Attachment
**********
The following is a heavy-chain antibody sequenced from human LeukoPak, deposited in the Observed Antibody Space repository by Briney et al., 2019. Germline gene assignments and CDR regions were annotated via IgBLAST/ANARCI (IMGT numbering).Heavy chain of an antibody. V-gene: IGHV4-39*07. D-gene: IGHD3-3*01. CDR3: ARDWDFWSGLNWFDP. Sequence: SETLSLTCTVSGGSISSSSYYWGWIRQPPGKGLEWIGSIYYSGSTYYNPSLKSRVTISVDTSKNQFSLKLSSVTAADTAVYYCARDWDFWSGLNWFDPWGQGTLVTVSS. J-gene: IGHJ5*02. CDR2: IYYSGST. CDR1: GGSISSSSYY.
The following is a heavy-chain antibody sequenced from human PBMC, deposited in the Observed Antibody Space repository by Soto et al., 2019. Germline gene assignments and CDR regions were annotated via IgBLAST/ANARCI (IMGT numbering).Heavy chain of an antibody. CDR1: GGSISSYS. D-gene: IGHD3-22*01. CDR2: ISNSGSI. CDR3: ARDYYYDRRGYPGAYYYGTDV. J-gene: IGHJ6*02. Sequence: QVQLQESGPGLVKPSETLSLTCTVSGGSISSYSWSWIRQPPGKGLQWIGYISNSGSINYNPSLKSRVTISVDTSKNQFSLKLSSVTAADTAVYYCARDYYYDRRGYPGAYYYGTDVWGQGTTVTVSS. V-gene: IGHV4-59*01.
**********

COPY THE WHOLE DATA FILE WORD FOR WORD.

The following is a heavy-chain antibody sequenced from human LeukoPak, deposited in the Observed Antibody Space repository by Briney et al., 2019. Germline gene assignments and CDR regions were annotated via IgBLAST/ANARCI (IMGT numbering).Heavy chain of an antibody. V-gene: IGHV4-39*07. D-gene: IGHD3-3*01. CDR3: ARDWDFWSGLNWFDP. Sequence: SETLSLTCTVSGGSISSSSYYWGWIRQPPGKGLEWIGSIYYSGSTYYNPSLKSRVTISVDTSKNQFSLKLSSVTAADTAVYYCARDWDFWSGLNWFDPWGQGTLVTVSS. J-gene: IGHJ5*02. CDR2: IYYSGST. CDR1: GGSISSSSYY.
The following is a heavy-chain antibody sequenced from human PBMC, deposited in the Observed Antibody Space repository by Soto et al., 2019. Germline gene assignments and CDR regions were annotated via IgBLAST/ANARCI (IMGT numbering).Heavy chain of an antibody. CDR1: GGSISSYS. D-gene: IGHD3-22*01. CDR2: ISNSGSI. CDR3: ARDYYYDRRGYPGAYYYGTDV. J-gene: IGHJ6*02. Sequence: QVQLQESGPGLVKPSETLSLTCTVSGGSISSYSWSWIRQPPGKGLQWIGYISNSGSINYNPSLKSRVTISVDTSKNQFSLKLSSVTAADTAVYYCARDYYYDRRGYPGAYYYGTDVWGQGTTVTVSS. V-gene: IGHV4-59*01.